- The Mother / Daughter Plot: Narrative, Psychoanalysis, Feminism. Indiana University Press, 1989.
- Family Frames: Photography, Narrative, and Postmemory. Harvard University Press, 1997.
- Ghosts of Home: The Afterlife of Czernowitz in Jewish Memory, co-written with Leo Spitzer. University of California Press, 2010.
- The Generation of Postmemory: Writing and Visual Culture After the Holocaust. Columbia University Press, 2012.
- School Pictures in Liquid Time: Reframing Difference, co-written with Leo Spitzer. University of Washington Press, 2019.
- Marcos familiares [Family Frames], Buenos Aires: Prometeo Editorial, 2019.
- La Generación de la posmemoria: Escritura y cultura visual después del holocausto [The Generation of Postmemory], Madrid: Editorial Carpe Nortem, 2015.
- The Voyage In: Fictions of Female Development, co-edited with Elizabeth Abel and Elizabeth Langland. University Press of New England, 1983.
- Conflicts in Feminism, co-edited with Evelyn Fox Keller. Routledge, 1990.
- Ecritures de femmes: Nouvelles cartographies, co-edited with MaryAnn Caws, Mary Jean Green, Ronnie Scharfman. Yale University Press, 1996.
- The Familial Gaze, editor. Dartmouth, 1999.
- Time and the Literary, co-edited with Karen Newman and Jay Clayton. Routledge, 2002.
- Teaching the Representation of the Holocaust, co-edited with Irene Kacandes. The Modern Language Association of America, 2004.
- Rites of Return: Diaspora, Poetics and the Politics of Memory, co-edited with Nancy K. Miller. Columbia University Press, 2011.
- Imagining Everyday Life: Engagements With Vernacular Photography, co-edited with Tina Campt, Gil Hochberg, and Brian Wallis. Steidl, 2019.
- Women Mobilizing Memory, co-edited with Ayse Gul Altinay, Maria Jose Contreras, Jean Howard, Banu Karaca, and Alisa Solomon. Columbia University Press, 2019.
- "In Conversation with Dr. Marianne Hirsch on Inherited Memory," part 1 of 9, Contemporary Jewish Museum, May 22, 2019.
- "Three Lessons About Autocracy I Learned as a Child in Communist Romania," op-ed in TruthOut.org, March 9, 2017.
- "We Can’t Turn Our Backs on 'Stateless' Youth," blog post in the Los Angeles Review of Books, September 30, 2017.
- "Stateless Memories," keynote for the Second Annual Conference of the Memory Studies Association, Copenhagen, Denmark, December 2017.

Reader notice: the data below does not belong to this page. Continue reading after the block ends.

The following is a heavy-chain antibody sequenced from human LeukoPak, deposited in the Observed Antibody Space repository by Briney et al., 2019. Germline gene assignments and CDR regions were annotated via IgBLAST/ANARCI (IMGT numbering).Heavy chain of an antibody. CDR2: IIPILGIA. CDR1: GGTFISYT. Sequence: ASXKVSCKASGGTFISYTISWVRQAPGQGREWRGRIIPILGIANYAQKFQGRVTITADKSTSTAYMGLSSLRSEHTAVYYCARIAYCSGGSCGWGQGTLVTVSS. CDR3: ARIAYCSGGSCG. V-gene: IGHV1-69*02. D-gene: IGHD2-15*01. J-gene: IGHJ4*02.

- "Portraits: Marianne Hirsch," Fondation Auschwitz, November 19, 2015.
- "From the President: Columns by Marianne Hirsch," Modern Language Association, 2013.
- "On the Subject of Archives," special issue of e-misférica, co-edited with Diana Taylor, vol. 9, iss. 1 & 2, summer 2012.
- Department of English & Comparative Literature | Columbia University
- Marianne Hirsch, "Projected Memory: Holocaust Photographs in Personal and Public Fantasy", in David Bartholomae, Tony Petrosky (eds.), Ways of Reading Words and Images, p. 260. Boston: Macmillan, 2003. ISBN 978-031-240-381-2
- "About the Authors" | Ghosts of Home
- "Marianne Hirsch" | Dartmouth.edu
- ""Town's forgotten history revived by research of Guggenheim Fellowship winner Marianne Hirsch" | Dartmouth News". Archived from the original on 2015-09-23. Retrieved 2015-07-13.
- ""Fellows of the Center" | National Humanities Center". Archived from the original on 2013-06-18. Retrieved 2015-07-13.
- "Marianne Hirsch" | ACLS
- "From the President" | MLA Archived 2015-05-17 at the Wayback Machine
- "Advisory Board" | Oxford Journals, Contemporary Women's Writing
- "Family Pictures: Maus, Mourning, and Post-Memory" | Discourse
- Presidential Address 2014: Connective Histories in Vulnerable Times | PMLA
- Guy Beiner, "Probing the Boundaries of Irish Memory: From Postmemory to Prememory and Back", Irish Historical Studies, 39, no. 154 (2014), 296-307.
- "Issue 4: 1/2 – Figurations of Postmemory (eds. Emmanuel Alloa, Pierre Bayard & Soko Phay)". Retrieved 2019-11-21.